SA hands over new Timbuktu library

31 May 2010

South Africa has handed over a new library and archives building to house the ancient Mali manuscripts at the Ahmed Baba Institute of Higher Learning and Islamic Research in the historic city of Timbuktu.

South African Minister in the Presidency Collins Chabane handed the new facility over to the Malian government in a ceremony held over the weekend.

The building was constructed, following a visit by former president Thabo Mbeki in 2001, to properly house the manuscripts in a bid to preserve Africa’s intellectual heritage.

The move to preserve the manuscripts was motivated by their historical value and anticipated contribution to the re-writing of the African history from an African perspective, the Presidency said in a statement.

According to Chabane, the South Africa-Mali Timbuktu project was managed through a trust that had three main objectives, including:

  • the physical conservation of the manuscripts and training of the Malian conservators;
  • the construction of the library and archives building to house the manuscripts and all services relating to the preservation, collection and accession of the manuscripts; and
  • the creation of public awareness on the need to preserve the manuscripts and their importance as sources relating the true story of Mali and the surrounding regions.
  • ‘Place of scholarship’

    According to Chabane, colonial literature and discourse has always characterised Timbuktu as the world’s most remote place.

    “The reality is that Timbuktu was the crossroad that linked sub-Saharan Africa to the cultures of the Mediterranean and the Middle East for millennia,” he said. “Timbuktu flourished as a place of scholarship with a university when Europe had only two universities.”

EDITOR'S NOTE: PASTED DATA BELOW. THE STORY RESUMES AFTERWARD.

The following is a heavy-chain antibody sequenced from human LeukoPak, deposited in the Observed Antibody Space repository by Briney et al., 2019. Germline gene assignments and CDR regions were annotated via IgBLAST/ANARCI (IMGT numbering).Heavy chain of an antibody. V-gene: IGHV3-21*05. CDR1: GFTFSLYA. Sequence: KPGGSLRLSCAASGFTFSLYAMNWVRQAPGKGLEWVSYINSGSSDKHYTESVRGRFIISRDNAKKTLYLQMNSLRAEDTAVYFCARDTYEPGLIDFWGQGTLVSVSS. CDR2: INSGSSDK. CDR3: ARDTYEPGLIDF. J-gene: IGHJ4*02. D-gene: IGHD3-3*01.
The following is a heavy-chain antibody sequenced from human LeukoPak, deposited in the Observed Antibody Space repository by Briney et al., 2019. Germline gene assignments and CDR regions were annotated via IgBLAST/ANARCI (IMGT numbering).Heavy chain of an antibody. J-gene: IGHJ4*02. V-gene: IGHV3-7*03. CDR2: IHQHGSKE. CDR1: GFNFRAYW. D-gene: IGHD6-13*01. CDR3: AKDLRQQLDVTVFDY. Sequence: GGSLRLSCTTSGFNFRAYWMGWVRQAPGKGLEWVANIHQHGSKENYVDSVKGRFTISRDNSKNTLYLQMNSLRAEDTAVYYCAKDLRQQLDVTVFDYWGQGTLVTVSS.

Above all, Chabane said, the manuscripts of Timbuktu demonstrated conclusively that the myth propagated by colonisers, that Africans were ignorant and illiterate, was totally false.

    “While the script used in the manuscripts is Arabic, the languages contained therein include local languages such as Songhay, Fulfulde and others,” he said.

    “Africans proclaim these manuscripts as integral to their own culture, their own literary culture that records matters of faith, law, social arrangements, environment, sciences and medicine.”

    Nepad cultural project

    The project, adopted by the New Economic Partnership of Africa’s Development (Nepad) as its first cultural project, provided intervention measures to slow down the degradation of the manuscripts and encouraged active intellectual engagement emanating from research.

    South African conservators led by the National Archives worked closely with the Tunisian government and provided training both in South Africa and Mali. In South Africa, training, mostly on preventive conservation, was provided to more than 10 Malian conservators.

    A total of 14 officials also received training in conservation at the Ahmed Baba Institute of Higher Learning and Islamic Research.

    Also present at the weekend’s ceremony were the South African ambassador to Mali, Mali Higher Education and Scientific Research Minister Siby Ginette Bellegarde, the governor of the local region and the mayor of Timbuktu.

    SAinfo reporter

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